greenacres, your comment is well-received and i def agree..just one thing tho – “Japs” is a fairly (very) derogatory way to label the Japanese..unless that was your intention you might want to edit in the future

Posted by justhinking | Report as abusive

Liberals. The “compassionate” ones!

Posted by here2do | Report as abusive

@justhinking – If greenacres knows that much about Chinese and Japanese conflict, then he/she knows that “Jap” is a derogatory term. It was intentional, IMO.

Posted by here2do | Report as abusive

I found Felix’s argument quite sensible. Tyler Cowen, who linked to it, has an odd criticism: that the people who read Felix are (or were, before they read his argument) moved to donate to relief of Japan, but can’t be moved to donate to more mundane, everyday relief of suffering in poorer countries; so the effect of Felix’s making his argument will be to reducing charitable giving overall. This strikes me as disrespectful of Felix’s readers. (On the other hand, judging by the comments above, maybe Tyler is onto something!)

Posted by Philon | Report as abusive

I like many others have only registered to comment on this. I stumbled across this page and after reading this, I am utterly disgusted .

Whilst I agree that people need to take care when donating to these charities to ensure that the money is well spent, attempting to discourage people to donate to help Japan is atrocious.

I completely agree with greenacres. Japan committed gruesome genocide during war, (in particular the Nanking massacre in the late 30s). Many of the survivors are still alive, yet dispute the inhumane actions that were committed, the Chinese have generously donated money to help out.If the Chinese are willing to help out dispute history, surely you can get past the fact that Japan is a ‘wealthy country’ and sympathise with what has happened.

You may not believe in the efforts, but you should not be discouraging people’s efforts even if it is ‘Socks for Japan’.

The states is the richest country in the world, and when Katrina struck the Japanese donated money.

Posted by kathc | Report as abusive

@Philon completely agree about felix’s argument about the lack of efforts in the everyday relief, and the care people need to put in about selecting charities, but headline of ‘don’t donate money to Japan’ and one of the reasoning being wealthy is just wrong.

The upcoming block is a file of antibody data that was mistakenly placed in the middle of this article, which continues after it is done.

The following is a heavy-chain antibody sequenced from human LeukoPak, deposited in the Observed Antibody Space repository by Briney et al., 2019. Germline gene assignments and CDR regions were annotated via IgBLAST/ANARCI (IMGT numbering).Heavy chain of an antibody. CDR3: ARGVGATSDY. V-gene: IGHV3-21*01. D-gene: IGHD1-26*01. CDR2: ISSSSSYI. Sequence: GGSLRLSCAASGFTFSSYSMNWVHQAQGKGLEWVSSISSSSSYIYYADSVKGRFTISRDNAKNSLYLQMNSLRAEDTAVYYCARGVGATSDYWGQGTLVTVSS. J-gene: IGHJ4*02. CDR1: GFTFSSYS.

Posted by kathc | Report as abusive

Just like Gilbert Gottfried and his hateful Twitter rant, this is another not-talent hack trying to cause some noise while people lay in the street dying.

Posted by Drumlaw80 | Report as abusive

Hey, do us all a favor and go out and witness for yourself what you are writing about. Then if your opinion still stands, write about it, so we can use you as example and show others how much of an idiot you are.

Posted by JaeinChung | Report as abusive

…And I just registered to make this comment despite all the other retards who can’t even read beyond the headline.

This is an excellent article, which doesn’t suggest to people NOT to give, but encourages them to GIVE to responsible, sustainable and long-term established, recognised charities, such as MSF or the Red Cross, rather than new NGOs which mushroom after a particular disaster. And NO – the point is not just to give, whatever and whenever (even to scammers!), but give GENEROUSLY to the needy what they need at the right time.

People should be generally more aware of what the charities or NGOs they sponsor spend the money on, so well done, Felix!

Posted by IanGood | Report as abusive

Sometimes love is all there is. I am sure that people of Japan and Haiti will be thrilled to take to heart your expression of global understanding and compassion. You sir are a arrogant Western overindulgent douche-bag

Posted by tresfun | Report as abusive

Felix, your sensational headline ruined your very good point about charity. Japan does not need charitable donations, it is very wealthy and will be just fine. How many of the people writing hateful comments directed towards you donated to Pakistan during the floods last summer? Those Pak/Afgan families probably *still* have no homes. Those people suffered, but, it wasn’t so sensationalized, and “those Arabs are all terrorists anyway”. Ha. People are giving to Japan because they identify with their Toyotas, because old Japanese people are cute, because they liked Lost in Translation so much, and because the Japanese are “like us” in so many ways. All you reflexive Japan givers/Felix haters, look around at the whole world (read Felix’s whole article too), and think about where your dollar can really help the most. You might discover something about the world far away or you could discover that you own local battered women’s shelter could use a few extra cots. Or maybe you’ll discover something about yourselves.